Reboots and remakes are now littering screens to such a degree that you’re forced into low expectations for them, and there isn’t anything on the surface of spinning Lethal Weapon into a series that seems to demand that you hope for anything better than the usual, paint-by-numbers effort at ramming a shtick that you’re already bored of down your throat.
In fact, it’s probably a case of instilling less-than-average confidence in potential audiences, because, sequels aside, the idea doesn’t seem to lend itself to the format. After all, Riggs can only be crazy for so long before it becomes hard to care, or reinvigorate interest in the fact.
Hopefully, the cynicism won’t win out, because the show has a lot going for it, mostly by way of its stars, and Matthew Miller’s approach to the concept.
The concept stays basically the same, except that we come into things in time to live the pain. Martin Riggs (Clayne Crawford) is an ex-military cop in Texas who loses his pregnant wife to a car accident and becomes rather suicidal. Roger Murtaugh (Damon Wayans) feels himself getting somewhat long in the tooth, and thinks about his family a lot when it comes to risky situations. The two are thrown together, and Riggs’ potential suicide-by-job antics don’t mesh well with Murtaugh’s safety-first objectives.
Like the original, it’s a wild show, and banks as much on chases, and daffy situations, as characters, but it also takes a lot of time to suggest that this isn’t just a buddy cop show. We see Murtaugh with his family a lot during the pilot, suggesting that the series will progress with at least as much time spent away from cop-related activity as bringing down bad guys, and trying to get blown up.
That may not sound like really changing the game, but even in other law enforcement shows that convince us we’re getting the “away from work” side of things, we’re usually talking about a few minutes out of a 44-minute episode tops, and if the suggestion of the pilot can be believed, we may be looking at non-episodic effort that is more in line with the realm of comedies.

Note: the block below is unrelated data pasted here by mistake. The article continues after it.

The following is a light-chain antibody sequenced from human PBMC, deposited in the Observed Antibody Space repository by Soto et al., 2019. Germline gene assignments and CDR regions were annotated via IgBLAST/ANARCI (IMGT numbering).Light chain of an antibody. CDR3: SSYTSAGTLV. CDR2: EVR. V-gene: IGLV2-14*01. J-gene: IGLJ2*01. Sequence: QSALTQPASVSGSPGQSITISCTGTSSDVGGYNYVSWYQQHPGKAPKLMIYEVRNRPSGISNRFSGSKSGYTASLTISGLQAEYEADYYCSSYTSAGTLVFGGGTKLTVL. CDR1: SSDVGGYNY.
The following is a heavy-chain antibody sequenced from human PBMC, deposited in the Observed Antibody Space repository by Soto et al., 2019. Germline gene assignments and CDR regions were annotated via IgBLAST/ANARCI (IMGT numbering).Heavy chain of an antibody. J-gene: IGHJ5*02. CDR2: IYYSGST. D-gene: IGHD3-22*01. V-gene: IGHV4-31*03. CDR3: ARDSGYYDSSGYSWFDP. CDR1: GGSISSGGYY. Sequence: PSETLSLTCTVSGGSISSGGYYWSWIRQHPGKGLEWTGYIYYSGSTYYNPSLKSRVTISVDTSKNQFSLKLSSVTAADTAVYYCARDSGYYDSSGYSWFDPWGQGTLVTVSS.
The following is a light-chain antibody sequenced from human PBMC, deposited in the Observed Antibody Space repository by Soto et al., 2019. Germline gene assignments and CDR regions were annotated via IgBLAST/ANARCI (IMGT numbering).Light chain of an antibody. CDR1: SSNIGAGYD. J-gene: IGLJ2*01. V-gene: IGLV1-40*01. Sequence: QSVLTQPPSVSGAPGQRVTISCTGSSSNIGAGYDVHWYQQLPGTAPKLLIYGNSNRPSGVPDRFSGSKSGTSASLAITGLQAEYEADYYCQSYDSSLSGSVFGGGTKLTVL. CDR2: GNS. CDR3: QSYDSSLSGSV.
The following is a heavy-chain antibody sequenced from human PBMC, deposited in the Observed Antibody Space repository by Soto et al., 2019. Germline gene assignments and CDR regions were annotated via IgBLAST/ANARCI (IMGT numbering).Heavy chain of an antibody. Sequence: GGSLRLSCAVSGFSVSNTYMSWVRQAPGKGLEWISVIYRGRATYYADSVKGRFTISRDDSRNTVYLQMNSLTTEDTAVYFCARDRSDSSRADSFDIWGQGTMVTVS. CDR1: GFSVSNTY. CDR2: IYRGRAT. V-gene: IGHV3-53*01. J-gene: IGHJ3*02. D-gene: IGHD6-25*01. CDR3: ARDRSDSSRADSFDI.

Crawford and Wayans both deliver, and there’s another level of difficulty in play when stepping into iconic territory. Riggs is borderline cartoony as it is, but Crawford has to balance an almost zany act that needs to feel real, while avoiding doing a Mel Gibson impression. The drama of his loss is overplayed and unnecessary, but that isn’t his fault, and he draws well from the particulars of his character that the show lays out. Wayans has to avoid getting lost in the shadow, and/or becoming too much the straight man, and he luckily has the natural charisma on camera to avoid having to worry about that, and thus overwrite the character.
The show is a great ride, and knows when to get pulled and when to get pushed by its characters, all without breaking into a choppy pace that loses you. It’s best asset is possibly Matthew Miller’s experience with both things like Chuck, and Forever.
A good police show, with just the right mix of action and drama, while teetering on the edge of going seriously camp, is something that’s been missing from the schedule for a while now, and several efforts over the last few years have tried to work themselves into such a space. Lethal Weapon could easily become the surprise hit of the season, but it still has a lot of work to do, and there’s no way to predict if it can do it, or if it even really has a solid plan.
For now, the show has a lot of potential, and deserves a chance. Moreover, it’s so much fun that it’s worth taking a leap of faith. That said, it’s potential longevity is going to be depend on how it plans to move away from its own shtick, and if it can avoid getting bogged down by a long-arc that pulls away from the time the stars have to clash.